The Northwest depends on natural gas for producing electricity, heating homes and businesses, and powering industrial processes. Unlike some fuels, gas is difficult to store on-site. Both electric and natural gas utilities rely on the gas infrastructure system, a combination of pipelines and central storage facilities, to deliver gas the moment it is needed.
The size of the infrastructure system, and the type of arrangements utilities need to ensure a reliable gas supply, are dependent on regional supply and demand trends. This report discusses these trends, what new infrastructure options may be available, potential new gas users in the Northwest, and how these factors impact utility gas supply planning.
For the purpose of this report, “utility” refers both to natural gas distribution utilities and electric utilities that generate electricity using natural gas. Additionally, the Northwest market area is defined as British Columbia, Idaho, Oregon and Washington. Some gas used in the Northwest flows from Alberta and the U.S. Rockies; although these areas are not discussed in this report, they do impact Northwest gas supplies. Lastly, a “large” new user as discussed in this report is defined as consuming more than 150,000 dekatherms of gas per day (Dth/day).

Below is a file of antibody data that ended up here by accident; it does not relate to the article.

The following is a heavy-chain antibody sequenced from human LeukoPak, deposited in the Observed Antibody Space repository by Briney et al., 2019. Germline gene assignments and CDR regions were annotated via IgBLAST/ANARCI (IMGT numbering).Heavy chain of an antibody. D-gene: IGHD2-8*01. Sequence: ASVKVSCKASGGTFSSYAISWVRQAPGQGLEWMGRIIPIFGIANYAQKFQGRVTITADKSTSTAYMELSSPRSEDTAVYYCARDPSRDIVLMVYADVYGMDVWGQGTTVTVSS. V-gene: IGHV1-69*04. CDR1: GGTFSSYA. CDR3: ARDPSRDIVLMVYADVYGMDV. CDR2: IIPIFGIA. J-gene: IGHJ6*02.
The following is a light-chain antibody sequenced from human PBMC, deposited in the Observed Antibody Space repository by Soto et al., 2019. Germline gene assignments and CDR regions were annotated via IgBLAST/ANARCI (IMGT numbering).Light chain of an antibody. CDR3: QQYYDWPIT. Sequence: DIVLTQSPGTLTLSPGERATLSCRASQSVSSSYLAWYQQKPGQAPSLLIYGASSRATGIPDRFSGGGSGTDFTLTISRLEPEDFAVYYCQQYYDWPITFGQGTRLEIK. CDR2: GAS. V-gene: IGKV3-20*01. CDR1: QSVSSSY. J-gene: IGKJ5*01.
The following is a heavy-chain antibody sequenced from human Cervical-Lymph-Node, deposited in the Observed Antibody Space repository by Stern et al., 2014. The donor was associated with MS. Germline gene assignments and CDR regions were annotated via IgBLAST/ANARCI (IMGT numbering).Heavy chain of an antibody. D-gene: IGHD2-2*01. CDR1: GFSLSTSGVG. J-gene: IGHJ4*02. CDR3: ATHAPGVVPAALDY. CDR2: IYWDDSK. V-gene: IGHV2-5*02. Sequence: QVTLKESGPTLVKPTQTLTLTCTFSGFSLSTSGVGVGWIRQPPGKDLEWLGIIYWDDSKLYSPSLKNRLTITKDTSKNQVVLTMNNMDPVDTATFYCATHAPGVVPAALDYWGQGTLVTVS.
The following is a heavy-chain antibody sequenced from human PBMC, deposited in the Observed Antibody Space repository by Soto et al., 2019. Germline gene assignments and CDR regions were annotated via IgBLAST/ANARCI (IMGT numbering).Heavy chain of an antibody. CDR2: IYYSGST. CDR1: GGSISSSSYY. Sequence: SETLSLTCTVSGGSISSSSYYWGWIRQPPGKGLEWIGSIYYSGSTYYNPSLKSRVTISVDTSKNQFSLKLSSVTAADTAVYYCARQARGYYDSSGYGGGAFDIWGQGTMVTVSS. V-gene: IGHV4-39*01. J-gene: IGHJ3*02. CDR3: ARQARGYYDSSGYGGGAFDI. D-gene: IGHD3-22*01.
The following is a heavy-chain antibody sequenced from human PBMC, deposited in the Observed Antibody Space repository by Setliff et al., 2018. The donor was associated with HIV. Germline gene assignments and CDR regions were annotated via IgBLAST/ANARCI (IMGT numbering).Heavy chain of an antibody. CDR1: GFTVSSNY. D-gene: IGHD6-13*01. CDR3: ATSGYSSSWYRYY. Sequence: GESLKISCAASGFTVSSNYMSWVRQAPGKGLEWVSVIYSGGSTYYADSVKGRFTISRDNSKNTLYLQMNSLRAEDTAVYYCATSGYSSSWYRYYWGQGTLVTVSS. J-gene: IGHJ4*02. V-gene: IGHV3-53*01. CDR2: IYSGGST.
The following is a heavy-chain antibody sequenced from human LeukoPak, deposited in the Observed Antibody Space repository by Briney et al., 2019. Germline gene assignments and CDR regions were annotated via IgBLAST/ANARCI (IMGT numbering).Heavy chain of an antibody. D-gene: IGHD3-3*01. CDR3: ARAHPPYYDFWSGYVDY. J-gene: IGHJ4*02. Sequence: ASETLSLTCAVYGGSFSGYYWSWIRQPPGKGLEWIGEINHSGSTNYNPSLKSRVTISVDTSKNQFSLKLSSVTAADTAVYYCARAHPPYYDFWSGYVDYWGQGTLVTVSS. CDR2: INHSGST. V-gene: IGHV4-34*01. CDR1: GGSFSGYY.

Key Report Takeaways:
- Large new gas users could have more control over future infrastructure expansions than existing users, including utilities. Utilities may have to adapt their preferred gas supply and infrastructure strategies based on the location and timing of infrastructure projects chosen by large new gas users.
- Utilities need reliable pipeline transportation from a robust gas supply. As new users enter the region, and existing users change their gas consumption patterns, what is considered to be a robust supply may change. This could cause utilities to change their preferred gas supply portfolio and/or transportation product (firm or non-firm) needed to ensure reliable delivery of gas to the point of consumption.